just do it – getting a research fellowship

fsa_logo.pngRemember my Fellowship Ahoy! research project? Well it’s now been published. The summary of the project outcomes below is the press release from the Leadership Foundation.

The research paper itself is here on the LFHE website and has a lot of data in the fellows own words about how they got their fellowship funding.

You can find links, two online virtual workshops on ‘Network Building for Research Success’ and ‘Having Creative Research Ideas’, and a batch of videos of the Fellows talking about their experiences all branching from the FSA home page here.

“Forging an academic career is testing at the best of times, especially as global competition intensifies in higher education. In a new study, funded by the Leadership Foundation, Kay Guccione from the University of Sheffield examines the important elements in forging an academic career pathway and securing a research fellowship award. In particular, this highlights the crucial role of social support and the importance of a proactive approach to building these networks. Contrary to popular myth – luck is not the main component of fellowship award success.

Twenty five ‘fellowship stories’ are gathered from research fellows across eight Russell Group universities as part of the study. The report highlights five key steps that are a common theme to achieving success: developing an awareness of career opportunities and constraints, developing the confidence to apply and do the project, developing and negotiating ownership of research ideas, developing application skills, and developing resilience and maintaining momentum.

The study echoes existing research of the importance of self-awareness, critical evaluation and shifting priorities in building a professional profile as a successful researcher. Crucially however, it builds on these existing arguments by highlighting the importance of active input – or the ability to ‘make it happen’ – as central to achieving success.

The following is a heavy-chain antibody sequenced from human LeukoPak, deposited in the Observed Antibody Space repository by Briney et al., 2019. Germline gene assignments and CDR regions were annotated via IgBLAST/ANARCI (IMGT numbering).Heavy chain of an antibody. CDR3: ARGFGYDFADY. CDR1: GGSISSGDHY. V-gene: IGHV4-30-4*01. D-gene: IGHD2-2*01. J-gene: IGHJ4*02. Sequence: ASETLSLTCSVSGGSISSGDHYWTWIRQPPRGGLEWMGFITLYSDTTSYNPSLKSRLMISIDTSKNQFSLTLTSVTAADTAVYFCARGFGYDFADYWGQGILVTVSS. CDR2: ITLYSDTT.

By highlighting how researchers developed their ideas and CVs with guidance from professional networks, the study highlights the importance of strong social support in achieving success, both from an emotional and intellectual perspective. It puts candidates in a better position to seek help from others and build confidence from hearing different experiences – both positive and negative – as well as offering more opportunities to receive professional advice on career opportunities.

As well as highlighting the importance of personal agency and attitude in building social and professional networks, the report also makes recommendations for action by the wider academic community to help facilitate these opportunities. These include the allocation of time and space for aspiring fellows to reflect and plan their career moves, as well as highlighting the diversity within the research fellow pool so early career researchers feel more confident about ‘fitting the profile’. The study considers how a clear appraisal and reward process for researchers would support tailored career reflection.

Providing independent career support and helping aspiring fellows to broaden their networks beyond their institution were also key recommendations: for example, establishing partner universities for early career research support. Fostering early career researcher ‘cohorts’ to navigate funding and finance and the application process is also suggested, with helpful activities including the provision of tailored workshops on application writing, budget management and internal peer review systems.

This study considers how, with self-belief and the foundations provided by a wide professional support network, luck need no longer be the main perceived success factor for a stellar research career. The right confidence to widen professional and social networks – as well as greater institutional support to do this – can help propel aspiring fellows to career success.”

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